It's official. The building is not just old, it's historic.
While I was in the midst of writing this, we received some exciting information from the state agency tasked with nominating buildings to the National Register of Historic Places. The staff review of the Mary E. Taylor building is complete and it has been added to the Maine Inventory of Historic Resources with an opinion that the building is likely to qualify for the National Register once the adjoining buildings on Knowlton Street have been removed (a process that has already begun). This important recognition is something our whole community should be proud of and it creates many opportunities for reducing the cost of the project.
The need for more space is not going away.
I will get quickly to the most important point I wish to make. Voting yes on the renovation of MET is the best way to preserve our historic downtown while addressing a longstanding need at the high school’s alternative education program for at-risk students (aka Zenith). The alternative? Knock down this iconic brick building and come back to voters in 3-5 years asking for funds to build a new structure, most likely on Route 90 on an undeveloped 14 acre parcel located behind the high school. In the meantime, Zenith will continue to have a wait list and struggle with the inadequacies of a space that was designed more as a garage than a school.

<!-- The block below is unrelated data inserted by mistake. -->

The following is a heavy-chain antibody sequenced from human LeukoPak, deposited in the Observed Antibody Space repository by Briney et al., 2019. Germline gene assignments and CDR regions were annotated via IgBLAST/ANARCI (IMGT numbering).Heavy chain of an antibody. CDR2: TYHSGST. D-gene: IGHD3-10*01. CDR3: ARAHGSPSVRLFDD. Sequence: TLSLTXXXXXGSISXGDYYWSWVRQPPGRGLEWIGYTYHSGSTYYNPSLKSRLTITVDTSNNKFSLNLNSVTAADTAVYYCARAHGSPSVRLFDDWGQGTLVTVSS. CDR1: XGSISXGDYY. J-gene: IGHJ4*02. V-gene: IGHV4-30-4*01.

Alternative education and at-risk students deserve our commitment and support.
The Zenith Program, as many will attest, has been a lifeline for students, supporting them not just academically but with life skills and emotional coping mechanisms as well. It was founded in 1996, just before I started high school, and I saw first hand the transformative impact it had for many of my friends who were right on the edge of dropping out, or worse. It continues today with an outstanding reputation in our community. Ask anyone.
It incorporates hands on learning and real life lessons, from doing taxes, to applying for jobs, to knowing what happens in the town office. One student writes:
“In a way, Zenith offered me a new beginning, a chance to start over, be myself, and do well in school. Before Zenith, when I was at the high school, I was all over the place. I rarely went to school and when I did I didn’t usually finish a whole day- because I couldn’t stand that place, or so I thought... Not only did Zenith offer me a chance to earn all the credits that I needed in order to graduate, it offered me a chance to really open my eyes, and grow up.”
13 years of searching for a dignified space.
This well run and much needed program is crammed into a corner of the bus barn (along with the superintendent’s office) and it is at capacity. This means there is constantly a waiting list, and at-risk students who could benefit sometimes have to be turned away. The CSD school board has been looking for a way to solve this problem since at least 2005, exhaustively studying options ranging from leasing to buying to building.
The Board concluded that the best options were either to renovate MET or to build a new, smaller building outside town on part of a 14 acre wooded parcel owned by the five town CSD. I think the first one is better for everyone, and after much deliberation, I am proud to support it.